May Day Around the World
Spring rites have been celebrated around the world for over 2000 years, and most countries have blended this May time of rebirth and dancing around the Maypole with a time to consider workers’ rights.
Worldwide, over 160 countries celebrate Labor Day, primarily on May 1, designated as International Worker’s Day. The goal has always been to improve workers’ conditions, often via parades and demonstrations, touching on many issues.
First Monday in September in North America
In the US and Canada, people in the late 19th century also wanted to promote working-class solidarity and belonging, in a world of rapid industrialization. Workers held rallies, parades, picnics, and other celebrations. Following a large labour convention in New York in 1882, the American Federation of Labor and the Knights of Labor promoted the first Monday in September as a day of workers’ celebrations. The Canadian chapters of these organizations quickly followed suit. These organizations then pressured governments to declare this day a statutory holiday. Thus, in 1894, due to pressure campaigns and lobbying, a law declaring this holiday was passed in the Canadian Senate and was signed into law during the Prime Ministership of John Thompson on July 23 , following the passage of a similar law by the US Congress, ratified by President Grover Cleveland, on June 28.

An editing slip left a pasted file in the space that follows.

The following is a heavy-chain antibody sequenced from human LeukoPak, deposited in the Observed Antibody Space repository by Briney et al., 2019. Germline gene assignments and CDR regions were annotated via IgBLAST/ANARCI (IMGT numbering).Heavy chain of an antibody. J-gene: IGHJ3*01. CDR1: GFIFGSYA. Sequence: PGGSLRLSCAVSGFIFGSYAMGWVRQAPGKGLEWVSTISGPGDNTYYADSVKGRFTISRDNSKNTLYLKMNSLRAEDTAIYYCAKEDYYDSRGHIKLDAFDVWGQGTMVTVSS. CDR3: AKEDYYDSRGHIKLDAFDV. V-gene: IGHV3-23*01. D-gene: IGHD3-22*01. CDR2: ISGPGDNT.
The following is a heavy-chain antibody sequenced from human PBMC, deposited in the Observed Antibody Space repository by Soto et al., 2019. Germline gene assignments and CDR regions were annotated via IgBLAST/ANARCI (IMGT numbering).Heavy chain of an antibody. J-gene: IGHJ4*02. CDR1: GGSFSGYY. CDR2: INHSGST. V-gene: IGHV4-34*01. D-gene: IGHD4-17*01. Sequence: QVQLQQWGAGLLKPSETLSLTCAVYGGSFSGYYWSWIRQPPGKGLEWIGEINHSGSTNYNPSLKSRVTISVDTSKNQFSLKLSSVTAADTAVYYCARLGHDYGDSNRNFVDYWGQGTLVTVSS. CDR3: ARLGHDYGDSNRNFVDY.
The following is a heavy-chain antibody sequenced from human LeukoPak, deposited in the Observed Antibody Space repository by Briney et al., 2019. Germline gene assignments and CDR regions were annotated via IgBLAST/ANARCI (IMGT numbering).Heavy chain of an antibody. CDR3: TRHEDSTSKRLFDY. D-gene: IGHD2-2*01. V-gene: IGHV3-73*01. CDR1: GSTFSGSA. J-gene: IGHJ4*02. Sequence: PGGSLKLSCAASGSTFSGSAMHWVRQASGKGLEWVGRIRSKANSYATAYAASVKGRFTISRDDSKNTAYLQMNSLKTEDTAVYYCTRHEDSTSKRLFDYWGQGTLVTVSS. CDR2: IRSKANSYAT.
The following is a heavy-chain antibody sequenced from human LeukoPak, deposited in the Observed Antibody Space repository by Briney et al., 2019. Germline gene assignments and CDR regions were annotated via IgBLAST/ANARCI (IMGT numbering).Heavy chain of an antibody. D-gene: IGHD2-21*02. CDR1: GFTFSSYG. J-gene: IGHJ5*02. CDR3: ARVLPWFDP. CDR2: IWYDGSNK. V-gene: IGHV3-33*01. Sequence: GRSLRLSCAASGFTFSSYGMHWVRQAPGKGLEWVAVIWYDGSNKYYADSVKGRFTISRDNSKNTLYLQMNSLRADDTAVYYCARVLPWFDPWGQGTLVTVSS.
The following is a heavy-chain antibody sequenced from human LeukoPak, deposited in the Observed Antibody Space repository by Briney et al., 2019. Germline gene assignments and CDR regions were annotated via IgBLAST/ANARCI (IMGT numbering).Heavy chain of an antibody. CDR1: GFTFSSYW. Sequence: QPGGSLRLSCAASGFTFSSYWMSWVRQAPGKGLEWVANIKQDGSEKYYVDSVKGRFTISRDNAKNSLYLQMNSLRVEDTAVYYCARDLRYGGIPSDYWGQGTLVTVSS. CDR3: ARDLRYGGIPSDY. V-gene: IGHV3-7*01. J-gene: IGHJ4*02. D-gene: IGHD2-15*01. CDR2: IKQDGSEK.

However, Canada and the US made the decision to celebrate Labor Day in September rather than May, to separate the holiday from remembrance of the Chicago Haymarket riots of May 4, 1886, when a rally in support of striking workers was broken up by the police.
These days. fewer people participate in Labour Day celebrations, but this holiday is looked forward to and enjoyed by Canadian and Americans alike. It also marks the official end of summer in North America and the beginning of the school year. Clearly different from the May Day season, but a new and meaningful time.